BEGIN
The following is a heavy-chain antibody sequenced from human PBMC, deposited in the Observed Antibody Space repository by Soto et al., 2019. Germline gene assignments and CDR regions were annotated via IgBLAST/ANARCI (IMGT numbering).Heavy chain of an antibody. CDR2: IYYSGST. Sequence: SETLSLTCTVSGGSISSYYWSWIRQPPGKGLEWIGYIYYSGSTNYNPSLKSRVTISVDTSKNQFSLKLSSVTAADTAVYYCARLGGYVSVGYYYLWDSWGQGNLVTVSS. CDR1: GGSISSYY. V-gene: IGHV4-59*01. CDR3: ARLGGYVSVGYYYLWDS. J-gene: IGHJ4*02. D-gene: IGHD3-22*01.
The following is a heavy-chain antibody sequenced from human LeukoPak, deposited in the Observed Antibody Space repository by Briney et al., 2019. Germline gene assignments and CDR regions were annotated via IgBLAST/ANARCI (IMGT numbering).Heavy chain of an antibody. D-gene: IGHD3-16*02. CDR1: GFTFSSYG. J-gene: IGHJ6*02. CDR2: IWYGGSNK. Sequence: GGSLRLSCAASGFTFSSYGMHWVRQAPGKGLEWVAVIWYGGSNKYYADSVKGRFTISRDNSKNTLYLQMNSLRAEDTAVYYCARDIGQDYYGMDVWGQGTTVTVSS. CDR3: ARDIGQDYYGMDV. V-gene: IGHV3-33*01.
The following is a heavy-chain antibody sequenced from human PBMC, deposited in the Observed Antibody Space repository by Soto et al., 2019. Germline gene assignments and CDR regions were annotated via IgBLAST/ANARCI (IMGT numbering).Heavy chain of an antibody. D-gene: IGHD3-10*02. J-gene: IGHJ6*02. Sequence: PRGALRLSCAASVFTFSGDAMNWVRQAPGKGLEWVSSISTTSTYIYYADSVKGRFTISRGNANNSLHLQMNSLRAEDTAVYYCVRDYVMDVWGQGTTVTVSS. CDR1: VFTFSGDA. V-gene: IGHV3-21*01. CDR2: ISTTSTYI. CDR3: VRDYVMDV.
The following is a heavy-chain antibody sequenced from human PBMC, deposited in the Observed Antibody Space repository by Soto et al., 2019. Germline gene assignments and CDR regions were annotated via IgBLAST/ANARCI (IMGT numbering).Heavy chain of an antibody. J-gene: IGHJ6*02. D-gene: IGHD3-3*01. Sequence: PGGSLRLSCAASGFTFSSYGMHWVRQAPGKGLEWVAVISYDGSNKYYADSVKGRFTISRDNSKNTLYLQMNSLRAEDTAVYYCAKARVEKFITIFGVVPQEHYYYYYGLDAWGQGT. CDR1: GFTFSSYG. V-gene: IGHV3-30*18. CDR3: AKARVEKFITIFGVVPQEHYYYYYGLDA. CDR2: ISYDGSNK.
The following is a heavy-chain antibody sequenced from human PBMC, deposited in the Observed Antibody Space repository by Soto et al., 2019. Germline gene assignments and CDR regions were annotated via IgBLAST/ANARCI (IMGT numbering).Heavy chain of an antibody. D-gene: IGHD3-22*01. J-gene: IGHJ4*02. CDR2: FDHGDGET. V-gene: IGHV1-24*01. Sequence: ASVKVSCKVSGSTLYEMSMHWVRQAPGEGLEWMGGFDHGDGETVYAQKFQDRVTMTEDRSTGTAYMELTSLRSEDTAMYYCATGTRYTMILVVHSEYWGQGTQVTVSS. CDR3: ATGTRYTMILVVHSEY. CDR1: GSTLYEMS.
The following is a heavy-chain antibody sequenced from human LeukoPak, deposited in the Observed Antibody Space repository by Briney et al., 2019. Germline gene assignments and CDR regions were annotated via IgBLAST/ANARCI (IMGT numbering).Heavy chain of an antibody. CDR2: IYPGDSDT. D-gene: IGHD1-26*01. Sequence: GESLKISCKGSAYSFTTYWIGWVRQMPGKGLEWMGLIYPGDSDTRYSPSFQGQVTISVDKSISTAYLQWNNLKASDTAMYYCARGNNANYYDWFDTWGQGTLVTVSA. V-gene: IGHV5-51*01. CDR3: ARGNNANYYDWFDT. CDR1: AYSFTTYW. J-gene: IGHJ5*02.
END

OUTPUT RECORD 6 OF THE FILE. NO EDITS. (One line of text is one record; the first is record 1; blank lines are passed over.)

The following is a heavy-chain antibody sequenced from human LeukoPak, deposited in the Observed Antibody Space repository by Briney et al., 2019. Germline gene assignments and CDR regions were annotated via IgBLAST/ANARCI (IMGT numbering).Heavy chain of an antibody. CDR2: IYPGDSDT. D-gene: IGHD1-26*01. Sequence: GESLKISCKGSAYSFTTYWIGWVRQMPGKGLEWMGLIYPGDSDTRYSPSFQGQVTISVDKSISTAYLQWNNLKASDTAMYYCARGNNANYYDWFDTWGQGTLVTVSA. V-gene: IGHV5-51*01. CDR3: ARGNNANYYDWFDT. CDR1: AYSFTTYW. J-gene: IGHJ5*02.